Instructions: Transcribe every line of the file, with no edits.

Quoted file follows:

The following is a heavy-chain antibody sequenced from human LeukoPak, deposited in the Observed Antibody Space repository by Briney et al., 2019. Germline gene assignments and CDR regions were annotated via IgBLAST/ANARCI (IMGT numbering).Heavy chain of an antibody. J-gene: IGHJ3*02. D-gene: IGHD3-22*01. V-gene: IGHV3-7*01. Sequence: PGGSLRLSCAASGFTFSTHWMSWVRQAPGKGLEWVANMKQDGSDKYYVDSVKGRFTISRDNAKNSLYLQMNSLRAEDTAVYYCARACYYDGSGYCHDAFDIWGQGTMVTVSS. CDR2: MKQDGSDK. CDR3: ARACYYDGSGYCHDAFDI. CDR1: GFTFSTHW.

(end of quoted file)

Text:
The following is a heavy-chain antibody sequenced from human LeukoPak, deposited in the Observed Antibody Space repository by Briney et al., 2019. Germline gene assignments and CDR regions were annotated via IgBLAST/ANARCI (IMGT numbering).Heavy chain of an antibody. J-gene: IGHJ3*02. D-gene: IGHD3-22*01. V-gene: IGHV3-7*01. Sequence: PGGSLRLSCAASGFTFSTHWMSWVRQAPGKGLEWVANMKQDGSDKYYVDSVKGRFTISRDNAKNSLYLQMNSLRAEDTAVYYCARACYYDGSGYCHDAFDIWGQGTMVTVSS. CDR2: MKQDGSDK. CDR3: ARACYYDGSGYCHDAFDI. CDR1: GFTFSTHW.